Goat’s rue (Galega officinalis)

Goat’s rue (Galega officinalis)

Other common names: Pestilenzkraut, Galega patula, Galega bicolor, Galegae officinalis, geissrautenkraut, Italian fitch, French lilac

*Not to be confused with regular rue (Ruta graveolens).

Photo courtesy of Wikimedia Commons

Photo courtesy of Wikimedia Commons

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Family: Fabaceae


Diaphoretic, astringent, bitter, blood sugar regulator, cholagogue, liver tonic, galactagogue, digestive tonic, alterative, diuretic, pancreatic stimulant, analgesic, anti-inflammatory.


Harvest goat’s rue well above the root (I suggest the tops of the plant), before it goes into flower, and dry it thoroughly – it is thought that drying reduces the risk of having toxic constituents present.

Part used: Aerial parts

Photo courtesy of Wikimedia Commons

Photo courtesy of Wikimedia Commons


Guanidine derivatives including galegine, hydroxygalegine and other alkaloids, flavones, flavone glycosides, flavonol triglycosides, kaempferol, quercetin, tannins, bitter principles, saponins, mucilage, norterpenoid and sesquiterpenoid glycosides, other flavonoids, peganine, chromium and others.


Fever, poor appetite, diabetes support, irregular menstruation, liver/gallbladder health, indigestion, diarrhea, low milk production, detoxification, weight management, PCOS, adrenal health, insulin resistance, fluid/urinary retention, pancreatic health, arthritis, sprains/strains, swelling, sore muscles/joints.

Medicinal preparations:


Goat’s rue has been traditionally used in teas, capsules, extracts and tinctures.


Goat’s rue can be used in liniments and ointments for sore joints and muscles.


Photo courtesy of Wikimedia Commons

Photo courtesy of Wikimedia Commons

Fresh goat’s rue contains some constituents which may be toxic in large amounts – some livestock have been poisoned by grazing on it in excessive amounts. This is a controversial warning however, and many herbalists feel that it is safe for human use (and have been using it – even in nursing mothers – for centuries). I’ve been unable to find a case study of any human poisonings, however until more research is done, I can’t recommend this herb to anyone (especially pregnant or nursing mothers) without the guidance of a physician and a qualified herbal medicine practitioner. Do not administer to children under 18, or use in high doses or for long term – and don’t use if you suspect you might have gallstones or kidney stones. A blood sugar drop and drug interactions (especially with diabetes medications) are also possible – as I already stated, ask your doctor before taking this herb. If you do take it, stop at least two weeks before a scheduled surgery. May interfere with iron absorption.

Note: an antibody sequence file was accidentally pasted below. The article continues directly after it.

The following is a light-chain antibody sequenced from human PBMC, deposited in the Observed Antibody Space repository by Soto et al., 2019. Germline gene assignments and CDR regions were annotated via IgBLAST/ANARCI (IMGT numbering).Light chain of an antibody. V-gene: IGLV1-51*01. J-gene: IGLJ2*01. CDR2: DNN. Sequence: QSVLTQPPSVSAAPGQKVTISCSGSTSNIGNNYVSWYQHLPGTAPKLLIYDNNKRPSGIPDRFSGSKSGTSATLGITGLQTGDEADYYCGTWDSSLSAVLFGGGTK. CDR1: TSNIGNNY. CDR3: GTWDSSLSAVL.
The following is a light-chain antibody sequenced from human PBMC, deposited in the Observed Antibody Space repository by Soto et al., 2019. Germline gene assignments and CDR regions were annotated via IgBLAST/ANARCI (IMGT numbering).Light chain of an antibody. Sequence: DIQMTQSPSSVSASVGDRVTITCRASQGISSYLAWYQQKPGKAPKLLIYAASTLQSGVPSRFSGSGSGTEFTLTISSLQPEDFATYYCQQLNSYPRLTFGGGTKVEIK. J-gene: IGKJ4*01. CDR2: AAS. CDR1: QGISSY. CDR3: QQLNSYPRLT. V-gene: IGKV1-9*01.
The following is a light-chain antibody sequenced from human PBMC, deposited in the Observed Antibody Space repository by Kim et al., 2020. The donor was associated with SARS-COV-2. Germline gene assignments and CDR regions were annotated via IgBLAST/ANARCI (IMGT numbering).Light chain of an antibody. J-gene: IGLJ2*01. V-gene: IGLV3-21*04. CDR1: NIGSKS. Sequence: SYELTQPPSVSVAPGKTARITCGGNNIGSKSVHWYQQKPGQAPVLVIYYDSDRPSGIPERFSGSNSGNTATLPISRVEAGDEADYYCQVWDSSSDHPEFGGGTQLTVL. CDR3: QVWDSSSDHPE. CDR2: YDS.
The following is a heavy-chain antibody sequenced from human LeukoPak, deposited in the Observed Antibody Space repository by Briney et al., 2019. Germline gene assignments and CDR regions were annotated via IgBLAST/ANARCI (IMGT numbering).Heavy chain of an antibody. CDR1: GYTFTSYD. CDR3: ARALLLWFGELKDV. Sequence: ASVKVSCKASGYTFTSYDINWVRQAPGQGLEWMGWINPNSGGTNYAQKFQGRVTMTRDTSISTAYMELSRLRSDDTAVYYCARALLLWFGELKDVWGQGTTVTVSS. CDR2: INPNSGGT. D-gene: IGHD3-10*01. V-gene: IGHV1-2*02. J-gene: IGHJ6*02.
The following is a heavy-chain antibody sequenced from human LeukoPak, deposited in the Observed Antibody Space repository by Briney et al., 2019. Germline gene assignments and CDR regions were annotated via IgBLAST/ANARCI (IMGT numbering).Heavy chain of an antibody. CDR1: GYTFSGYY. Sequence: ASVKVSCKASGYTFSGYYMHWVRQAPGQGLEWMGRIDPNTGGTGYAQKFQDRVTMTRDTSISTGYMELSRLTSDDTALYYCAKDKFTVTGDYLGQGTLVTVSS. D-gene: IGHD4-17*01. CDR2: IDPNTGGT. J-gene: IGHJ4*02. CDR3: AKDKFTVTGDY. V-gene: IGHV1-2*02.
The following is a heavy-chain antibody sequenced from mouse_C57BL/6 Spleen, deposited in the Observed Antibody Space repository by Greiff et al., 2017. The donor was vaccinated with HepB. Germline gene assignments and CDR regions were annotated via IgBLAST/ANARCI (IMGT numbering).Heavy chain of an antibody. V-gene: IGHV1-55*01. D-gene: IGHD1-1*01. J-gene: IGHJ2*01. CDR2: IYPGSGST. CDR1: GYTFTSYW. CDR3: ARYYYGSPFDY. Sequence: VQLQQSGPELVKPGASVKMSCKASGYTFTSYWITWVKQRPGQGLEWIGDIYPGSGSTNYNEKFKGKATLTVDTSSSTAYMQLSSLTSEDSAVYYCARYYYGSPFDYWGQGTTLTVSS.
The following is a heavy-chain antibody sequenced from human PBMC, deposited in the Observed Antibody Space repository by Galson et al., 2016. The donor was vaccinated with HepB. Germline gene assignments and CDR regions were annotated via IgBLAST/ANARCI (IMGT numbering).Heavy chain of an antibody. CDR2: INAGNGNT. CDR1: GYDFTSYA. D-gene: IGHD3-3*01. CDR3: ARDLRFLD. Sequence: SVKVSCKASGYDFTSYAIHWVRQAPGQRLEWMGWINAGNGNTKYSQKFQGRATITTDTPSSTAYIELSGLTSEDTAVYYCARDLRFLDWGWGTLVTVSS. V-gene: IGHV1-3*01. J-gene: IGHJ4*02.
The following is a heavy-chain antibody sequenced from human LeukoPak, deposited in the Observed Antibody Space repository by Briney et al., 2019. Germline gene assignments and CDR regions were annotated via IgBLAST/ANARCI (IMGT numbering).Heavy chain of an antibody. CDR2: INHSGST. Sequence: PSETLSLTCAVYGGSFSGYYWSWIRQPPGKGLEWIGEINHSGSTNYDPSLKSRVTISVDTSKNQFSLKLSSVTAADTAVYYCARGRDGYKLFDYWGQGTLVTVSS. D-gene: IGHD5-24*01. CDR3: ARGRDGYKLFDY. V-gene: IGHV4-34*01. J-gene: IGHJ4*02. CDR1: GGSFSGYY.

I suggest consulting a pharmacist or physician before starting any herbal supplement if you are taking a prescription medication or have serious underlying health concerns.

Energetic/traditional use:

Goat’s rue contains constituents that have been isolated and synthesized in the lab to create the popular diabetes medication, metformin. It has been used as a potent galactagogue in both humans and livestock that were not producing adequate breast milk. In medieval times it was used to eliminate internal parasites and even as a remedy for the plague. It was also considered to be an aphrodisiac, particularly for men.

Disclaimer: The information on this website is intended as general education on herbs and is not intended to take the place of medical care. Please consult a health care professional before embarking on any health regime.

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